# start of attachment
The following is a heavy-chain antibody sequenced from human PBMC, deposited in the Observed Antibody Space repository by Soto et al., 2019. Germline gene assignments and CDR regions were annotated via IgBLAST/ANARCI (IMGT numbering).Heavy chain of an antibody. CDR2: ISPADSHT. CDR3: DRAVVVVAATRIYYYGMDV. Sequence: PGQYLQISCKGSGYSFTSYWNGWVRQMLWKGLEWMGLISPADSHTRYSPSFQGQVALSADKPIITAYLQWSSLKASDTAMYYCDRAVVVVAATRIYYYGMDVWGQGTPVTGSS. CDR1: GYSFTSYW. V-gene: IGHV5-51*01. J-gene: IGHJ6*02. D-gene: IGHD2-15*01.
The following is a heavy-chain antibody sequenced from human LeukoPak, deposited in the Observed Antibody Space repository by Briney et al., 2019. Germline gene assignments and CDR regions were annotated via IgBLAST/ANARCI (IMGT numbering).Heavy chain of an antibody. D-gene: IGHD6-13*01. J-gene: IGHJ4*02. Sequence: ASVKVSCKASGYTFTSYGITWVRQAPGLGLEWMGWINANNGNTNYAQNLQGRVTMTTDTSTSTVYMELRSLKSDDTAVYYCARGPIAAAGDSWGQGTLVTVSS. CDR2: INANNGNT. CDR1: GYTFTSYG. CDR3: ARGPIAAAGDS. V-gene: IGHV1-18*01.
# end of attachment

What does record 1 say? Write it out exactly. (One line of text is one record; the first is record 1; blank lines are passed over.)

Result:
The following is a heavy-chain antibody sequenced from human PBMC, deposited in the Observed Antibody Space repository by Soto et al., 2019. Germline gene assignments and CDR regions were annotated via IgBLAST/ANARCI (IMGT numbering).Heavy chain of an antibody. CDR2: ISPADSHT. CDR3: DRAVVVVAATRIYYYGMDV. Sequence: PGQYLQISCKGSGYSFTSYWNGWVRQMLWKGLEWMGLISPADSHTRYSPSFQGQVALSADKPIITAYLQWSSLKASDTAMYYCDRAVVVVAATRIYYYGMDVWGQGTPVTGSS. CDR1: GYSFTSYW. V-gene: IGHV5-51*01. J-gene: IGHJ6*02. D-gene: IGHD2-15*01.